All Shook Down

In the name of restoring order on the North Side, Minneapolis housing inspectors are issuing citations at a record pace. But is that flaking paint on Jean Coste's garage contributing to North Side crime—or just the city coffers?

"You can't possibly write enough tickets to buy your way out of the budget deficit," he says. "The reason we do traffic enforcement is to keep the city streets safe and to modify driving habits."

Perhaps. But it's worth noting that while the MPD is looking at effectively tripling its traffic-enforcement unit, it has entirely eliminated the hit-and-run division. Is it purely coincidental that hit-and-run produces no revenue while ticket-writing traffic officers generate plenty?

Collier White doesn't have many theories about why the city has suddenly become so stringent about code enforcement. But it has given him occasion to ponder the wisdom of his decision to buy a home on the North Side. A 32-year-old independent filmmaker who pays his bills driving and dispatching taxicabs, White purchased his home in the Hawthorne neighborhood last year for $160,000.

Dan Picasso

His timing, he says now, could have been better. He bought at the top of the market and he relied on an adjustable rate mortgage. Still, as a single man unhampered by debt or dependants, White figured he ought to get as much house as he could. After looking around the south side and finding little to his liking, he settled on a handsome but battered American Foursquare located on the 2600 block of Bryant Avenue.

"Initially, I didn't want to come to the North Side. I'd heard all the horror stories," White recounts. "But once I started looking at the houses, I realized there were all these neglected houses up here that could be great with some work."

Typically, White says, he puts in 60 hours a week at his job. Between that and his filmmaking ventures, he hasn't made as much progress on his "to-do" list as he'd hoped. That said, he figures he's spent between $4,000 and $5,000 on improvements in the past year. In fact, White was in the midst of repairing a rotting column on his front porch when the citation from the housing inspector came in early June. There was no mention of the porch. But it was a tall order nonetheless: Paint your house, paint your garage, replace all your rotting soffit and fascia boards, and pour some more crushed rock in your driveway. (The latter citation, it turns out, is one of the more common ones. Under city code, a crushed rock driveway is supposed to have a uniform depth of four inches.)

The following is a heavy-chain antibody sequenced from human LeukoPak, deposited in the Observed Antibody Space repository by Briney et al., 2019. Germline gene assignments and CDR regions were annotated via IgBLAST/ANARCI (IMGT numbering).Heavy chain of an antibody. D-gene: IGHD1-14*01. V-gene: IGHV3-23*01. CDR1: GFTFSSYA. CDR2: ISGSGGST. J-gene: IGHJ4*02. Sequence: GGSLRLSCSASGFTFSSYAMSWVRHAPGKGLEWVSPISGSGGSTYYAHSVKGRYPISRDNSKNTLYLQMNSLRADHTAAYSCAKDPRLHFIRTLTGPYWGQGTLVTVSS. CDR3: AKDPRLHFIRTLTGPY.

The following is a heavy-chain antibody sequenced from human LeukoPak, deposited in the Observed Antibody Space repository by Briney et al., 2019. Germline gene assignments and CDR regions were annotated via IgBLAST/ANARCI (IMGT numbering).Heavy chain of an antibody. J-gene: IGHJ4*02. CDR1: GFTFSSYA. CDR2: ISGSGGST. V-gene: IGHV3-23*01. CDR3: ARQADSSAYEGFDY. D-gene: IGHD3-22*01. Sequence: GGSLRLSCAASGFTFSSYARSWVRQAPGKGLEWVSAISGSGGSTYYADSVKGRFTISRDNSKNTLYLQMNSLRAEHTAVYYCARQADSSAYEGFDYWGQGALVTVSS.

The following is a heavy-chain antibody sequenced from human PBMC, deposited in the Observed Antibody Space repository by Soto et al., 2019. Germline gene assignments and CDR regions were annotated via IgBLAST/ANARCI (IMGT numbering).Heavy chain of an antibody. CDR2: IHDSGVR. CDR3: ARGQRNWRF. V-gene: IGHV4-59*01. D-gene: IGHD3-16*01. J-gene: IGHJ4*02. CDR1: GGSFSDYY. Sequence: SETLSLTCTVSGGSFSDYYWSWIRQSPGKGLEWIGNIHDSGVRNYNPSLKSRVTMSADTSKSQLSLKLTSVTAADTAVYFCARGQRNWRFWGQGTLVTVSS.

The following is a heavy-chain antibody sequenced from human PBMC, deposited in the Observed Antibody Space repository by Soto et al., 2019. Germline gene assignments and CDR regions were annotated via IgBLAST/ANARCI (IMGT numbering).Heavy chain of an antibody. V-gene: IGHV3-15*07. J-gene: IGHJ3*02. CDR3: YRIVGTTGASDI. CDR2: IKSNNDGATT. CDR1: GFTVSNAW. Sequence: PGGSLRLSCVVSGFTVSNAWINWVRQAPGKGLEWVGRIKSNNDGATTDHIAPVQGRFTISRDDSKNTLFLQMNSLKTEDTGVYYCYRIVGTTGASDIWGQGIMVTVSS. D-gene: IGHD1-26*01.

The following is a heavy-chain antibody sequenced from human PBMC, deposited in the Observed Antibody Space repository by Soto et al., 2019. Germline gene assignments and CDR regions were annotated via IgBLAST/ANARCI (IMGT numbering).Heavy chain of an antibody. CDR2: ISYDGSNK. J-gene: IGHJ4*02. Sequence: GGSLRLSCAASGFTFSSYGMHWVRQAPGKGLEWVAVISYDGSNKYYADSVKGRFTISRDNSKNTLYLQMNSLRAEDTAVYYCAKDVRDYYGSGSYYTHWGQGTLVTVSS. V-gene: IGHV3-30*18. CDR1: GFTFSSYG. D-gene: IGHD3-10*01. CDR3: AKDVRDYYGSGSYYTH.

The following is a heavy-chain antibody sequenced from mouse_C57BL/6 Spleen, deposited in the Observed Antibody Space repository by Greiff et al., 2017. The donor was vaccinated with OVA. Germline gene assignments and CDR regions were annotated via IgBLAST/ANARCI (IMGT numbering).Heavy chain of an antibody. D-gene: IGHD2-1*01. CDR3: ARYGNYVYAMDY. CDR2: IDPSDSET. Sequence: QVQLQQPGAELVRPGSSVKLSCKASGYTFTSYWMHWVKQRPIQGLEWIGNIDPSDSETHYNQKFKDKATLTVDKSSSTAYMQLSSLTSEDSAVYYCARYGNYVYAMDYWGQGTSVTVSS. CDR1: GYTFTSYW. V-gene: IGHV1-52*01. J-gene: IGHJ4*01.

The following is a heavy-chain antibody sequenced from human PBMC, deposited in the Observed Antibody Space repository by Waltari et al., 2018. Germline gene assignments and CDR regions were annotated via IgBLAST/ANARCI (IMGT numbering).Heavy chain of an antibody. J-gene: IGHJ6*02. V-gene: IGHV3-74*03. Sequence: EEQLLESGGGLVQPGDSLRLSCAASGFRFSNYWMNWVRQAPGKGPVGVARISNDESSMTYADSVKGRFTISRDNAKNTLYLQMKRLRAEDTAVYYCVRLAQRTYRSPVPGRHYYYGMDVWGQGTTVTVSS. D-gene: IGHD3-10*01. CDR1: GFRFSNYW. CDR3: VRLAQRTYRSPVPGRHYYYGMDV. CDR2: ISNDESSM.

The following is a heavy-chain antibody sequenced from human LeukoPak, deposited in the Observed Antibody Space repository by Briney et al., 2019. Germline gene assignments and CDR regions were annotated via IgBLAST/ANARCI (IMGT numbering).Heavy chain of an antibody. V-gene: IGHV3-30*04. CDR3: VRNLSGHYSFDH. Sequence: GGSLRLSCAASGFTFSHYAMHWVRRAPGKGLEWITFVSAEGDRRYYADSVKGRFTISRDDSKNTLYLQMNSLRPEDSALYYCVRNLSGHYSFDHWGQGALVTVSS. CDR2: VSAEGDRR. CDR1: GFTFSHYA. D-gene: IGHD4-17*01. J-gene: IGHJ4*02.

After reviewing the letter, White decided to call the inspector for more specific instruction. Did she want him to paint the whole garage, or just prime and paint the wood left exposed by a recent repair job? It took four days for White to reach the inspector.

"She told me, 'We made so many citations, I can't remember your house. But everything has to be done professionally,'" White recalls. "That was frustrating. I mean, it's important enough to cite me, but not important enough to maintain a record of what needs to be done?"

Ultimately, White painted the garage himself but decided to hire contractors for the work on the main house—both the painting and the carpentry. That's better than a DIY-gone-wrong fall from a ladder, he figured. "As long as I don't break a leg or get ill, I guess I'll find a way," he says hopefully. Still, he estimates the work will run him around $6,000, which he'll have to put on a credit card.

Irked by his experience, White fired off a letter of complaint letter to council member Samuels. Samuels responded with a note suggesting that White apply for a loan from his neighborhood organization. He also reiterated his points about the North Side being underserved by the inspections department. At first, White thought Samuels's response was "well-considered and reasoned." But as he thought about it further, he changed his mind. The rhetoric reminded White of the arguments made in defense of the Bush administration's No Child Left Behind policy, which penalizes poor school districts for failing to meet standards while providing little in the way of additional funding to remedy the problem.

"It's exactly the same mentality," White says. "Five years ago, there was money available from the neighborhood for this sort of stuff. Now there are no resources, but there are fines. It's just crap."

White wasn't able to satisfy the city's August 1 compliance deadline. In the hopes he will be spared the fines and re-inspection fees, he applied for an extension on July 24. As of August 7, he had not heard whether the extension had been granted.

Meanwhile, in the Harrison neighborhood, Jean Coste and Joy Harris-Jones received some unexpected relief. It didn't come from the city, but from a Christian youth group called Urban Servants. The Urban Servants painted Coste's garage by the deadline. Because of the hot weather, though, they weren't able to finish the work on Harris-Jones' house by August 1.

Fortunately for Harris-Jones, she managed to get an extension after presenting evidence of her progress. "If it wasn't for these kids," she adds, "I'd be up shit's creek without a paddle."

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